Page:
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Fed sees recession easing, inflation subdued

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The Federal Reserve signaled Wednesday that the weak economy likely will keep prices in check despite growing concern that the trillions it’s pumping into the financial system will ignite inflation, according to an Associated Press report.

Fed Chairman Ben Bernanke and his colleagues held a key bank lending rate at a record low of between zero and 0.25 percent. And they pledged again to keep it there for “an extended period” to help brace the economy.

Fed policy-makers also dropped language they had used in a statement at their last meeting in April that the weak economy could trigger deflation.

And they offered no new assurances that they would step up their purchases of government bonds and mortgage securities to try to drive down interest rates on consumer debt. That rattled bond investors, who fear the prospect of higher rates. So did the Fed’s observation that commodity prices are rising.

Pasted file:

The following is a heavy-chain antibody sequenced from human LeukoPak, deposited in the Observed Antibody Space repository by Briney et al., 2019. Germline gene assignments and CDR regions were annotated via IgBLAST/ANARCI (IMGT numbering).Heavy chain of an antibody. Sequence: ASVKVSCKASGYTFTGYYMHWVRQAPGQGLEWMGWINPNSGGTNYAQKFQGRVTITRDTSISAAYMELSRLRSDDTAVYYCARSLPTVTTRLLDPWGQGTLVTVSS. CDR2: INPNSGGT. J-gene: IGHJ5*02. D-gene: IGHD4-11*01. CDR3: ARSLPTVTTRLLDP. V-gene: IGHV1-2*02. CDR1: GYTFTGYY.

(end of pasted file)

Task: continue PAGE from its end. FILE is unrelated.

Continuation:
The mention of higher prices hit the Treasury securities market because the value of returns on fixed-income investments can erode quickly if inflation occurs. The yield on the benchmark 10-year Treasury note, which moves opposite its price, rose to 3.69 percent from 3.63 percent Tuesday. Stock prices also fell after the Fed’s announcement.

Still, the Fed said, inflation will remain “subdued for some time.” And overall, Fed policy-makers delivered a slightly more encouraging assessment of the economy.

“The Fed is sending the message that the economy is making progress toward a path of recovery, that the credit markets appear to be healing and inflation is not going to be a problem,” said economist Lynn Reaser, vice president of the National Association for Business Economics. “The bogeyman of deflation also was removed from the Fed’s primary risk list,” she said.

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